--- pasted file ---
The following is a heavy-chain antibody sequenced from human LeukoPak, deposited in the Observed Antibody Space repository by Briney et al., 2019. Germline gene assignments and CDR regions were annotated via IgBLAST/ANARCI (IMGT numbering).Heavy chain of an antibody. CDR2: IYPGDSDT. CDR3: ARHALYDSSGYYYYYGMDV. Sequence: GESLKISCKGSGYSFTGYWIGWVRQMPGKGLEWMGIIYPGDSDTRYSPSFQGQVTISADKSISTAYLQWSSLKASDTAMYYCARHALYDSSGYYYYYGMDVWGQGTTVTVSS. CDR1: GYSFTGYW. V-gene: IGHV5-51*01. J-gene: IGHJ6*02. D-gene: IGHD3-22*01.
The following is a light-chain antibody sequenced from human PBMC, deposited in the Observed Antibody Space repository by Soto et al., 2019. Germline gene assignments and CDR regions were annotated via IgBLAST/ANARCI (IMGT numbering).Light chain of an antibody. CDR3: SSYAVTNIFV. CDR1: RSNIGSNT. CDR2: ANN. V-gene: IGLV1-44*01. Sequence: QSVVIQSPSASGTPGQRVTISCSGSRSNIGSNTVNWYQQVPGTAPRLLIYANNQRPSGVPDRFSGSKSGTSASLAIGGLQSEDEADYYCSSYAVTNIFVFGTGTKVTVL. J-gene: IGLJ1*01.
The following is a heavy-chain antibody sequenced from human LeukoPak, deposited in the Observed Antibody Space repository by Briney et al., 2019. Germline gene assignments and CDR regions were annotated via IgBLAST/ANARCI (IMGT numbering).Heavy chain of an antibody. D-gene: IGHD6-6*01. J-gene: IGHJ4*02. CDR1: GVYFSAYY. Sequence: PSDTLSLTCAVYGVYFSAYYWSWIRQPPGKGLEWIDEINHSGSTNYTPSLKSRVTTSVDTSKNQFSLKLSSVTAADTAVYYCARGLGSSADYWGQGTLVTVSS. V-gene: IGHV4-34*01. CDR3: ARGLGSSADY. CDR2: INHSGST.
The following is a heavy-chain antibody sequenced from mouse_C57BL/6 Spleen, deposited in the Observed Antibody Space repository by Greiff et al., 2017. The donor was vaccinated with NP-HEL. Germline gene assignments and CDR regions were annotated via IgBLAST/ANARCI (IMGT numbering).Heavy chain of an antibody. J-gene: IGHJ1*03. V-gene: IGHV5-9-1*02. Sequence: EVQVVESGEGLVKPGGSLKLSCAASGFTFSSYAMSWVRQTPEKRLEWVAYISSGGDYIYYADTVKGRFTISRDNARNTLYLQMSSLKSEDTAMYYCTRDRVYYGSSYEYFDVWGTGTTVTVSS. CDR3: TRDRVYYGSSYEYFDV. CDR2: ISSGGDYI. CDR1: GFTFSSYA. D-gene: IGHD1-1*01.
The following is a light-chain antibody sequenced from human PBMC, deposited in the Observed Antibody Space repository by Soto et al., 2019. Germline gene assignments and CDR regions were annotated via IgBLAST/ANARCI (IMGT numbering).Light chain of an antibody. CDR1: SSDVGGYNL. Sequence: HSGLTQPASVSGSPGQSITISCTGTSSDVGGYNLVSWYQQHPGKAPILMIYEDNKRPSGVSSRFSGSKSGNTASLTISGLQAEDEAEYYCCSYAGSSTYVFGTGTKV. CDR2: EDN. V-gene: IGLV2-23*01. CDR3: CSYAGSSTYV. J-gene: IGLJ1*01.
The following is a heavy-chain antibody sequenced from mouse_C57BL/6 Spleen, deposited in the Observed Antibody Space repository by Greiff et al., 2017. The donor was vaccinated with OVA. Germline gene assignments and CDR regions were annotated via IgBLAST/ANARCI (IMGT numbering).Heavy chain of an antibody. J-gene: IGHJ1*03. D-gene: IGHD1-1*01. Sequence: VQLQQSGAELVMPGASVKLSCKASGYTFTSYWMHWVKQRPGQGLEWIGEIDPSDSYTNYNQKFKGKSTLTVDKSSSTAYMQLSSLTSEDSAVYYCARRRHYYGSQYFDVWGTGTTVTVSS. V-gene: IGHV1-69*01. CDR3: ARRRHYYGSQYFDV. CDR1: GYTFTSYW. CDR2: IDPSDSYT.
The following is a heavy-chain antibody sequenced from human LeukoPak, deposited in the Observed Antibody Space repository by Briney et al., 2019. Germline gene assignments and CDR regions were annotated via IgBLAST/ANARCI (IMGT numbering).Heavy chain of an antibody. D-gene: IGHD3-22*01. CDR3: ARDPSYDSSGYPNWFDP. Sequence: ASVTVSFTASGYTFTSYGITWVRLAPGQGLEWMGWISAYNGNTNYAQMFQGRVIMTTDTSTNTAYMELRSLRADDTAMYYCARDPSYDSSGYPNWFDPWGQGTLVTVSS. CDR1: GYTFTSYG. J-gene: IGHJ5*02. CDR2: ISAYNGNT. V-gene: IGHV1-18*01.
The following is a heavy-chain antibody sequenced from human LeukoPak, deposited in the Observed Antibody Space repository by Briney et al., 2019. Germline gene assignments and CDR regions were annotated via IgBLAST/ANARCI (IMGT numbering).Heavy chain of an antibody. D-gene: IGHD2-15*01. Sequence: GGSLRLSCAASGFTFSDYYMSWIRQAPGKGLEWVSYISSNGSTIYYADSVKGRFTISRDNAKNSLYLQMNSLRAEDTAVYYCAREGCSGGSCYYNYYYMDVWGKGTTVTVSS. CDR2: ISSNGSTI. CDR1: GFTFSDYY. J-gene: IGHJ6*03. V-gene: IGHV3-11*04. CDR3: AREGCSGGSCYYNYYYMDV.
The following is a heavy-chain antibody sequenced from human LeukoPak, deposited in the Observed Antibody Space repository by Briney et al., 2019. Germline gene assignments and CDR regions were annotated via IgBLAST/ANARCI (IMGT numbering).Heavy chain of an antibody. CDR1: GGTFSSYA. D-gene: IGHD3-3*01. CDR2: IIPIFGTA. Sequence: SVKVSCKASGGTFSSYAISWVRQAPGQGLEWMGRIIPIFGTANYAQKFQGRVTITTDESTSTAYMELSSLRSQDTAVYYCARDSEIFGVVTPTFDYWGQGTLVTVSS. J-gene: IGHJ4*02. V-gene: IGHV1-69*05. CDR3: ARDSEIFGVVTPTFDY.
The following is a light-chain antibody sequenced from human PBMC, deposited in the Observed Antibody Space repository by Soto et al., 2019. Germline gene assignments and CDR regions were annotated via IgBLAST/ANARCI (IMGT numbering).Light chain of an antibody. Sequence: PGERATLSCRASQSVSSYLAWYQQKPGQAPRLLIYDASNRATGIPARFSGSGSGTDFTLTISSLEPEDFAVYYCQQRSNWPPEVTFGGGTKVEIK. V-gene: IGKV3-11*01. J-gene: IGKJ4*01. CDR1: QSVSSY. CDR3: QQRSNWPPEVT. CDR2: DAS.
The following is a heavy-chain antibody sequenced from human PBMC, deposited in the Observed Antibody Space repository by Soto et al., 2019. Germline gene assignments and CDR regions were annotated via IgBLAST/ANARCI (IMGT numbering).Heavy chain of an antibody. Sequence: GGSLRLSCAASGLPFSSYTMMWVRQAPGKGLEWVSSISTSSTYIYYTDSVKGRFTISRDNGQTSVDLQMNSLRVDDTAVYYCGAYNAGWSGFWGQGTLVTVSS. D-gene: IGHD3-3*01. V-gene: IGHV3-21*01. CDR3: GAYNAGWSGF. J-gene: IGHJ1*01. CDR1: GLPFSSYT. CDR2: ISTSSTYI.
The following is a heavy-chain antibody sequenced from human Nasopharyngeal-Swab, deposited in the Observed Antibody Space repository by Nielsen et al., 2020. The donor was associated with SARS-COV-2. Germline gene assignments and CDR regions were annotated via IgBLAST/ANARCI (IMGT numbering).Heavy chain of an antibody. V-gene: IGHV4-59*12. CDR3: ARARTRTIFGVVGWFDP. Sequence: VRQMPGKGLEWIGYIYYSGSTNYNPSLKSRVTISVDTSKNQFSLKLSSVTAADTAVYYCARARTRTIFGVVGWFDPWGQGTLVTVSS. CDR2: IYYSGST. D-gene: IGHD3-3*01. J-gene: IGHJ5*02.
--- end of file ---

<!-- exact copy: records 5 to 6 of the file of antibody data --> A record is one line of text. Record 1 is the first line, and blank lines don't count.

The following is a light-chain antibody sequenced from human PBMC, deposited in the Observed Antibody Space repository by Soto et al., 2019. Germline gene assignments and CDR regions were annotated via IgBLAST/ANARCI (IMGT numbering).Light chain of an antibody. CDR1: SSDVGGYNL. Sequence: HSGLTQPASVSGSPGQSITISCTGTSSDVGGYNLVSWYQQHPGKAPILMIYEDNKRPSGVSSRFSGSKSGNTASLTISGLQAEDEAEYYCCSYAGSSTYVFGTGTKV. CDR2: EDN. V-gene: IGLV2-23*01. CDR3: CSYAGSSTYV. J-gene: IGLJ1*01.
The following is a heavy-chain antibody sequenced from mouse_C57BL/6 Spleen, deposited in the Observed Antibody Space repository by Greiff et al., 2017. The donor was vaccinated with OVA. Germline gene assignments and CDR regions were annotated via IgBLAST/ANARCI (IMGT numbering).Heavy chain of an antibody. J-gene: IGHJ1*03. D-gene: IGHD1-1*01. Sequence: VQLQQSGAELVMPGASVKLSCKASGYTFTSYWMHWVKQRPGQGLEWIGEIDPSDSYTNYNQKFKGKSTLTVDKSSSTAYMQLSSLTSEDSAVYYCARRRHYYGSQYFDVWGTGTTVTVSS. V-gene: IGHV1-69*01. CDR3: ARRRHYYGSQYFDV. CDR1: GYTFTSYW. CDR2: IDPSDSYT.